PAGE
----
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Representing Direction in Language and Space$
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Emile van der Zee and Jon Slack

Print publication date: 2003

Print ISBN-13: 9780199260195

Published to Oxford Scholarship Online: January 2010

DOI: 10.1093/acprof:oso/9780199260195.001.0001

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PRINTED FROM OXFORD SCHOLARSHIP ONLINE (oxford.universitypressscholarship.com). (c) Copyright Oxford University Press, 2022. All Rights Reserved. An individual user may print out a PDF of a single chapter of a monograph in OSO for personal use.date: 28 January 2022

Vector Grammar, Places, and the Functional Role of the Spatial Prepositions in English

Vector Grammar, Places, and the Functional Role of the Spatial Prepositions in English

Chapter:
(p.69) 4 Vector Grammar, Places, and the Functional Role of the Spatial Prepositions in English
Source:
Representing Direction in Language and Space
Author(s):

JOHN O’KEEFE

Publisher:
Oxford University Press
DOI:10.1093/acprof:oso/9780199260195.003.0004

This chapter shows how different prepositions specify different aspects of the location vectors and of the spatial extents of the fields in different directions. Animal studies provide evidence that vector-based representations are employed in spatial cognition. This work addresses the issue of how different spatial relations are encoded within a vector-based representation called a cognitive map, which is an absolute or allocentric spatial representation of the environment. This chapter introduces the Boundary Vector Cell model, which assumes that place cells —representing certain locations in space—take their input from Boundary Vector Cells (BVCs). The properties of the BVCs and place cells cooperate to form graded regions; regions that are not isotropic, but represent a continuous acceptability gradient for many different spatial prepositions.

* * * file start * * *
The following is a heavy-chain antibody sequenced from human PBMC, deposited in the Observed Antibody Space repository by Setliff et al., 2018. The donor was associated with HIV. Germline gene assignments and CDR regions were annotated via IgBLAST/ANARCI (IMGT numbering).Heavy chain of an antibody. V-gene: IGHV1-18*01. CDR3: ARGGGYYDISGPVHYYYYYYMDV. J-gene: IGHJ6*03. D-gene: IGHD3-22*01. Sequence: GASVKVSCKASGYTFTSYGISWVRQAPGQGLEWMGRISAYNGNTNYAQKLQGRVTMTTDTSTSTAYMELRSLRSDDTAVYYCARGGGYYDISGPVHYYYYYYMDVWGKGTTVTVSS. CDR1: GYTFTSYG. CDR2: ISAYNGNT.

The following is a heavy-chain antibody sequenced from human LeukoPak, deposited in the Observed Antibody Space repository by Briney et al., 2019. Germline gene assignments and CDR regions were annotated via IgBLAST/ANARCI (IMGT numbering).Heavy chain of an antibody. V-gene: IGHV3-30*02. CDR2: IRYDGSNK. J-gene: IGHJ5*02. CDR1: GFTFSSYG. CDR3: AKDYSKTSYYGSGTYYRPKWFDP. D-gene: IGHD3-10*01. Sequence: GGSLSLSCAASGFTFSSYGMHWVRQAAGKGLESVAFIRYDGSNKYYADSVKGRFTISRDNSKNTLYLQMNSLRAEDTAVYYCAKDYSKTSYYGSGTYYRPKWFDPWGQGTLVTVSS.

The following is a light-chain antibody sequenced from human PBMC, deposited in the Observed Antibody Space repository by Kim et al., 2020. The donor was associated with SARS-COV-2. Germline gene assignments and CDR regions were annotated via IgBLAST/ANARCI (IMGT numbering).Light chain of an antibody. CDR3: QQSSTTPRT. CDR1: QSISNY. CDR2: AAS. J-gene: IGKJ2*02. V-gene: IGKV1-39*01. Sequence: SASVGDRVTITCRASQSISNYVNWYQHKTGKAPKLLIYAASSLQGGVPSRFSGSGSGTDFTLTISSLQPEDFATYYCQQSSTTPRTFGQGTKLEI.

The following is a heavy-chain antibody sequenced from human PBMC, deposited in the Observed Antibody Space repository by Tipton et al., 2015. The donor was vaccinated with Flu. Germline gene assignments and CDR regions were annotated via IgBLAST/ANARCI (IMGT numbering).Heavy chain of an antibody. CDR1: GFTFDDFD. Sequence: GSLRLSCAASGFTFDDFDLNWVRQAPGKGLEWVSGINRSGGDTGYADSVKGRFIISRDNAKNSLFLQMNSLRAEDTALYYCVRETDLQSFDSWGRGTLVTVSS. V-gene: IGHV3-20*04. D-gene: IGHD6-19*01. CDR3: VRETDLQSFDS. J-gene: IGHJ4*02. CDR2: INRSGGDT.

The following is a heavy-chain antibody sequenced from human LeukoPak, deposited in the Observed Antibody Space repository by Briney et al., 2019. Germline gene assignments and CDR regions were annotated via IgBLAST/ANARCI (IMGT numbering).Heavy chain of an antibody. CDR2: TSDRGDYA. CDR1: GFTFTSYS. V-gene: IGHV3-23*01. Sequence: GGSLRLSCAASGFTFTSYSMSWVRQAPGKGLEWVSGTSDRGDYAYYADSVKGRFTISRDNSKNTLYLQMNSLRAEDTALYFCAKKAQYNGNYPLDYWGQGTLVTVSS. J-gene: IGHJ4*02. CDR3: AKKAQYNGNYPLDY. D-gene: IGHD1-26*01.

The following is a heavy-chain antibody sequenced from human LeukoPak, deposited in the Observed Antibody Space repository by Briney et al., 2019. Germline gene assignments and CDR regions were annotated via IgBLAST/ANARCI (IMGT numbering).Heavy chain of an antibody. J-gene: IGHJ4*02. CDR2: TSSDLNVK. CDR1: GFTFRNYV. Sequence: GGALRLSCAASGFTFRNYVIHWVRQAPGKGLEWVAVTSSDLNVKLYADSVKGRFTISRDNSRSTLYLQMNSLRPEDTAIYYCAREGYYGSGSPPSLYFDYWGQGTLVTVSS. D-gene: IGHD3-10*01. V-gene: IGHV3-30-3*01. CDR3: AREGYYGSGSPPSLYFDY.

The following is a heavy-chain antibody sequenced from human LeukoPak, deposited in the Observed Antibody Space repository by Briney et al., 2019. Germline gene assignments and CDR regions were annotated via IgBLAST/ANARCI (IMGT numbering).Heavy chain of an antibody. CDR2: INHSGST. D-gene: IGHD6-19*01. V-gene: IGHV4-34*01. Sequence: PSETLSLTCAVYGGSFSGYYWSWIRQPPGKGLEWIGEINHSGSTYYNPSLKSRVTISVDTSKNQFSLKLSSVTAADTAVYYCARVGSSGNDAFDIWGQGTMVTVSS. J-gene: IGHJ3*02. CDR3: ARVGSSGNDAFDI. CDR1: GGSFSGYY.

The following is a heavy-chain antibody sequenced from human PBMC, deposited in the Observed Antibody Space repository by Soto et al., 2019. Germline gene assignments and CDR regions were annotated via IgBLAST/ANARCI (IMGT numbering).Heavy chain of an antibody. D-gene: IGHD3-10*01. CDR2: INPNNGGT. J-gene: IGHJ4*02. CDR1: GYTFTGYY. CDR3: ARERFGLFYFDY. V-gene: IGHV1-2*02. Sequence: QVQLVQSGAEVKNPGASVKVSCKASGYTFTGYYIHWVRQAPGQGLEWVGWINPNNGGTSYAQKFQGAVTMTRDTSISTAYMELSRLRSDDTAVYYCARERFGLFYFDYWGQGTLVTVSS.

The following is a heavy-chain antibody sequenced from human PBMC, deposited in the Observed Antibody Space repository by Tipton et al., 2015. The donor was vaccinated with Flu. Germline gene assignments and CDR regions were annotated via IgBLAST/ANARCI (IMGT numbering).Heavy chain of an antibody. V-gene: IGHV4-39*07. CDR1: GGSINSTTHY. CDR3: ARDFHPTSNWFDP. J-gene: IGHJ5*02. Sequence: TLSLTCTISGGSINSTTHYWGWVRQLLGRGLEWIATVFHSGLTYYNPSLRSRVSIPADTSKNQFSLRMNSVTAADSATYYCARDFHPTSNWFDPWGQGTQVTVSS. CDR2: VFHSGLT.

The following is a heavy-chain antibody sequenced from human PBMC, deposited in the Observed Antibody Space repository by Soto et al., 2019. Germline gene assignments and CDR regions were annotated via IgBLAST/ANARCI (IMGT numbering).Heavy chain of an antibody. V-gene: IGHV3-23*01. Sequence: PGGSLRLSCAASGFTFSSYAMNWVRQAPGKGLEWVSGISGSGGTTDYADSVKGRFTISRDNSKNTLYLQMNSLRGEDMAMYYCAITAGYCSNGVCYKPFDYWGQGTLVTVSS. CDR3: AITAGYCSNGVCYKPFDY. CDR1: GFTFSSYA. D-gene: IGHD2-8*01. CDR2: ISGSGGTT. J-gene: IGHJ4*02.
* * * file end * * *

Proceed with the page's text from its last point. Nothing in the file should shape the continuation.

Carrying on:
Keywords:   spatial prepositions, location vectors, direction, grammar, cognitive maps, Boundary Vector Cell, place cells, space, spatial cognition

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